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Camp helps Arkansas students practice bilingual skills
Northwest Arkansas Times
Thirty-two students in the Springdale School District of Arkansas are attending the Sin Limites camp at J.O. Kelly Middle School, said Cassandra Satterfield, a camp volunteer.

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Spotlight on Foreign Language Instruction
Education Week
The Education Week Spotlight on Foreign Language Instruction is a collection of articles hand-picked by our editors for their insights on:
  • Building language-immersion programs
  • Recognizing billiteracy with certifications in high schools
  • Enrolling English language learners in bilingual schools to encourage dual-language learning
  • Encouraging students to study strategic languages, like Mandarin, Arabic, Korean and Farsi

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The best language for math
The Wall Street Journal
Chinese, Japanese, Korean and Turkish use simpler number words and express math concepts more clearly than English, making it easier for small children to learn counting and arithmetic, research shows. The language gap is drawing growing attention amid a push by psychologists and educators to build numeracy in small children — the mathematical equivalent of literacy. Confusing English word names have been linked in several recent studies to weaker counting and arithmetic skills in children. However, researchers are finding some easy ways for parents to level the playing field through games and early practice.
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Looking for similar articles? Search here, keyword LANGUAGE.


New York City education leaders pledge special attention to English learners
Education Week
The New York City public schools enroll nearly 160,000 English language learners — about 14.5 percent of all students in the city schools and a population that dwarfs most school districts in the United States. The city district has struggled to move its English learners to higher levels of achievement, even in the three years since it struck an agreement with state education officials to take several concrete actions meant to provide better instructional services for ELLs.
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TRENDING ARTICLES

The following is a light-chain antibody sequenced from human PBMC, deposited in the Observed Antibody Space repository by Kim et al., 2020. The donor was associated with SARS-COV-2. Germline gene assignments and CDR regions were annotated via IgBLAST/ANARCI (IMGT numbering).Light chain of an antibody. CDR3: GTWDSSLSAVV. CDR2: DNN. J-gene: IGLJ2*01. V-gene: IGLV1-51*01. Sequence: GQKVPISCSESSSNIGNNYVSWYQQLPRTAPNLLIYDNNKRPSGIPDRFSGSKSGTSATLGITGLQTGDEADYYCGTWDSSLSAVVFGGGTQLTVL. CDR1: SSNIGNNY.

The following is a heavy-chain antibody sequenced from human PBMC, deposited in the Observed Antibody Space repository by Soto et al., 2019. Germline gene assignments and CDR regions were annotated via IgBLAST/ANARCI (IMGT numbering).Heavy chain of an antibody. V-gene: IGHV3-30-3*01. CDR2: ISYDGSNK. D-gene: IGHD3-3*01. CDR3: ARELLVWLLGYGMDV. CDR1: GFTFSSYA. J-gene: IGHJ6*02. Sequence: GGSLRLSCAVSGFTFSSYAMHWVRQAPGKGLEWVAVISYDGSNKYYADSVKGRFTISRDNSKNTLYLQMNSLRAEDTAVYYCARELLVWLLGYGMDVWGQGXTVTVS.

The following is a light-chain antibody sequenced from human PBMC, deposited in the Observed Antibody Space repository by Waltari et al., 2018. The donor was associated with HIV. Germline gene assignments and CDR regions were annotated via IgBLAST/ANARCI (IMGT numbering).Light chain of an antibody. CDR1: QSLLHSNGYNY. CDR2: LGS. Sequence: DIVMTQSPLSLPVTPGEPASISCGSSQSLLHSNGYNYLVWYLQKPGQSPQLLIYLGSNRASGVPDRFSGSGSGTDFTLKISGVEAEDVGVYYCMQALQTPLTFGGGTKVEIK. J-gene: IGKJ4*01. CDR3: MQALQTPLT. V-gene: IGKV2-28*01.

Missed last week's issue? See which articles your colleagues read most.

    40 years since bilingual education ruling, challenges remain (NBC News)
Transforming classroom management for ELLs: Strategies for success (By: Erick Herrmann)
Big-city districts delve into Common Core teaching for English learners (Education Week)
Hispanic Heritage Month 2014: Sept. 15 - Oct. 15 (U.S. Department of Commerce)
ELL education progressing on justice department orders (Stamford Advocate)

Don't be left behind. Click here to see what else you missed.


Utah minority students learning English but not applying it in other subjects
Deseret News
Students learning English as a second language in Utah schools are progressing and maintaining proficiency, but they're having trouble using English in actual subjects. "I am an English learner, so I know the struggles it is to finally become proficient and take it to cognitive academic language abilities," said José Enriquez, Utah Office of Education coordinator of federal Title III funds, which are awarded based on the number of English learners within a particular district and to implement language instruction that is based on scientific research.
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How learning to talk is in the genes
University of Bristol via Science Daily
Researchers have found evidence that genetic factors may contribute to the development of language during infancy. Scientists discovered a significant link between genetic changes near the ROBO2 gene and the number of words spoken by children in the early stages of language development.
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Senate education panel clears education research bill
Education Week
The Senate education committee cleared an education research bill with bipartisan support, altering the House-passed version only slightly before readying it for a full Senate vote. The bill is the product of a bipartisan, bicameral deal, said Sen. Tom Harkin, D-Iowa, chairman of the Health, Education, Labor and Pensions Committee — the second of its kind. Recently, the House passed the Child Care and Development Block Grant under suspension of the rules amid much fist bumping from lawmakers on both sides of the aisle.
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NABE Weekly eNews